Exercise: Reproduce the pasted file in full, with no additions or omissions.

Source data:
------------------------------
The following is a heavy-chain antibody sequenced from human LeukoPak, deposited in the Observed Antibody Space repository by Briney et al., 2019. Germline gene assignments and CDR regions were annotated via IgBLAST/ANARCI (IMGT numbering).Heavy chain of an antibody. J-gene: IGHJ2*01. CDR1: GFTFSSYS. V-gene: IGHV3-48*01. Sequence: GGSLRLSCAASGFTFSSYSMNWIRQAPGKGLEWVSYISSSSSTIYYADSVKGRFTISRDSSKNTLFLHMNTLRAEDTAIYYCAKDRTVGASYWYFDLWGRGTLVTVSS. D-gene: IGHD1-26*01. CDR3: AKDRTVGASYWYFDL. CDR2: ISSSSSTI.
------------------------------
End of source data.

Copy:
The following is a heavy-chain antibody sequenced from human LeukoPak, deposited in the Observed Antibody Space repository by Briney et al., 2019. Germline gene assignments and CDR regions were annotated via IgBLAST/ANARCI (IMGT numbering).Heavy chain of an antibody. J-gene: IGHJ2*01. CDR1: GFTFSSYS. V-gene: IGHV3-48*01. Sequence: GGSLRLSCAASGFTFSSYSMNWIRQAPGKGLEWVSYISSSSSTIYYADSVKGRFTISRDSSKNTLFLHMNTLRAEDTAIYYCAKDRTVGASYWYFDLWGRGTLVTVSS. D-gene: IGHD1-26*01. CDR3: AKDRTVGASYWYFDL. CDR2: ISSSSSTI.